Economic Trends & Outlook 


  Capital Markets & Financial Products 
  • South Korea's solid fundamentals are seen as key to bond investors
    Macroeconomic soundness is the main draw for South Korea's sovereign bond market, even as the country's growth rate declines, said Kwon Young-sun, a managing director and senior Korea economist at Nomura International. Also noting the likelihood of a freeze in the Bank of Korea's key rate next year, Kwon noted that "there are many who make their investments from long-term perspectives regardless of ups and downs of the key rate, and thus I see the freeze will not have a huge impact on investments in bonds." Maeil Business Newspaper (South Korea) (12/7) LinkedInFacebookTwitterEmail this Story
  • CBRC advises banks on capital ratios ahead of Basel III
      
    Reuters
    The China Banking Regulatory Commission is advising banks to "stick to the capital replenishing mechanism based on endogenous capital accumulation" ahead of implementation of Basel III next month. In addition, the CBRC noted that systemically important banks will have minimum capital thresholds of 6.5% for core tier 1 capital ratio, 7.5% for tier 1 capital ratio and 9.5% for capital ratio. Caijing Magazine online (12/7) LinkedInFacebookTwitterEmail this Story

  • Doubt is cast on perceived safety of bond investing
    With shocks to the system likely in coming years and with interest rates and bond-price volatility currently artificially low, bonds are not necessarily safe investments at this juncture, Khairul Azwa Bahrin, director of risk management and compliance at KWAP, said at AsianInvestor's Southeast Asia institutional investment forum in Singapore. The expected shocks will be "driven mainly by government policies and other central banks that tend to mimic the U.S. Federal Reserve," he said. AsianInvestor.net (12/7) LinkedInFacebookTwitterEmail this Story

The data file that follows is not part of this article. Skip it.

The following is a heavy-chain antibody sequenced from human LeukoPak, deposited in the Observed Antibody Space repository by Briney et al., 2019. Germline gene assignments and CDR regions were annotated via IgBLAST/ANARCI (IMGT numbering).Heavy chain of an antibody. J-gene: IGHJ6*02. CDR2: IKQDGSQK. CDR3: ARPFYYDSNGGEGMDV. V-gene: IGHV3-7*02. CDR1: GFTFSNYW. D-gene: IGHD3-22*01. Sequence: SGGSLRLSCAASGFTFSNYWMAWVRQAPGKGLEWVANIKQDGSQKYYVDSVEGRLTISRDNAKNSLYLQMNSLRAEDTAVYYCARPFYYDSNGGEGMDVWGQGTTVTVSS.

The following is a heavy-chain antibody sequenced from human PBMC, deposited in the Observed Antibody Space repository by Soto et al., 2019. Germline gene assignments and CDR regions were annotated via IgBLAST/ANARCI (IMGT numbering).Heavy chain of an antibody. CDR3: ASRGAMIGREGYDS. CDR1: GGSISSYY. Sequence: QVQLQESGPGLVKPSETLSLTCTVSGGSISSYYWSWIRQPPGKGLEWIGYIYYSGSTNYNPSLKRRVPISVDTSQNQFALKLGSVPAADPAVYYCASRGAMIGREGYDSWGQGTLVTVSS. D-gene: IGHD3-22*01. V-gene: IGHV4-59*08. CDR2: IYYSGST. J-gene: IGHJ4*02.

Industry & Regulatory Update 
  • Olam is no Enron, former Temasek managing director says
    Although Olam International might be guilty of moving "a little bit too fast and too far," the company bears no resemblance to Enron, as suggested by short seller Muddy Waters, according to Michael Dee, a former senior managing director at Temasek Holdings. Olam is "a company that saw a tremendous business opportunity, to take an existing platform and grow it on the back of relatively inexpensive debt," Dee said in an interview. The Business Times (Singapore) (12/8) LinkedInFacebookTwitterEmail this Story
  • Hong Kong's new IPO rules introduce stricter standards
      
    Reuters
    Hong Kong's new rules for initial public offerings will be considerably stiffer and more like those currently in place in the U.S., sources say. The new rules include the possibility of criminal liability for banks if they help bring to market companies with false statements in their IPO prospectuses, the sources note. The Wall Street Journal (12/7) LinkedInFacebookTwitterEmail this Story

  • Outlook is cloudy for South Korean financial firms
    Low growth and low rates are likely to put a strain on South Korea's financial firms in 2013 and years following, the Financial Supervisory Service projects. "The financial sector grew at 6% in 2010 and 3.6% last year. We're expecting 2% this year and hopefully 3% in 2013, but most firms are drawing up plans for the worst," said FSS Governor Kwon Hyeok-se. Yonhap News Agency (South Korea) (12/9) LinkedInFacebookTwitterEmail this Story